United against the ‘bedroom tax’ in Leeds

REPRIEVED: Charles Cunningham, centre, with protesters at Leeds Combined Courts.
REPRIEVED: Charles Cunningham, centre, with protesters at Leeds Combined Courts.
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Campaigners have handed a report to the United Nations to highlight the impact of ‘bedroom tax’ in Leeds.

Campaigners from Hands Off Our Homes claim nearly half of Leeds council tenants have been unable to pay their rent in full.

They are calling on the Government and local authority to scrap the so-called ‘bedroom tax’ which was implemented in April.

Campaigners gathered outside Leeds Combined Courts today (Nov 7) after a tenant feared he would be faced with eviction.

Charles Cunningham was given a 42-day reprieve by the County Court after falling behind with his rent to Sanctuary Housing.

The 49-year-old, who lives in Little London, said he uses his spare bedroom to enable his daughter to stay with him.

Campaigners say they believe he is the first person in Leeds to face the courts in relation to the ‘bedroom tax’.

John Davies from Hands Off Our Homes said: “I believe that this is the first case down to the ‘bedroom tax’.”

The spare room subsidy penalises council housing and housing association tenants if they are deemed to have a ‘spare’ bedroom by reducing their housing benefit.

Debbie Locke from Hands Off Our Homes said: “At the UN hearing in Manchester Raquel Rolnik said that our human rights relating to housing are now going backwards in this country, and the bedroom tax is a big part of that.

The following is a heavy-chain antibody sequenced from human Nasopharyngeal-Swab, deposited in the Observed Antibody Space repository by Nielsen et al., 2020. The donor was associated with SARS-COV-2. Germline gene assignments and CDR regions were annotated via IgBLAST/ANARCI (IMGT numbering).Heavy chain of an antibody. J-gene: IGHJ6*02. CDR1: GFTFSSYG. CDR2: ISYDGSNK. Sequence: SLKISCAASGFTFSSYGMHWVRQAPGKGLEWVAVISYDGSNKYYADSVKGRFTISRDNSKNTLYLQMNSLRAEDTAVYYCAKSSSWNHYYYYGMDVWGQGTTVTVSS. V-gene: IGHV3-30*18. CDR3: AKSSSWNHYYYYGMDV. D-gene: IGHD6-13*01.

“This tax has turned something, which should be a guaranteed - a home which is suitable for your needs - and turns it into a lottery.

“But what no report can really show is just how shocking and distressing it is, to hear story after story of despair and struggle, of people just not knowing which way to turn.

“A person’s home might be the one thing that gives them security, the place they’ve built their life around for many years: nobody should be living in fear of having that taken away from them.”

COUNTING THE COST OF A SPARE ROOM

New housing benefit regulations, introduced on April 1, have led to reductions in benefit payments to tenants assessed to be under-occupying their accommodation.

Council tenants with one spare bedroom have had a housing benefit cut of 14 per cent.

Those deemed to have two or more spare have had a reduction of 25 per cent.

Thousands of tenants have fallen into rent arrears in Leeds.

Council bosses confirmed plans in May to redesignate the number of rooms officially registered as bedrooms in around 850 properties in their housing stock.

The changes mean about 240 of the homes will no longer be classed as under-occupied.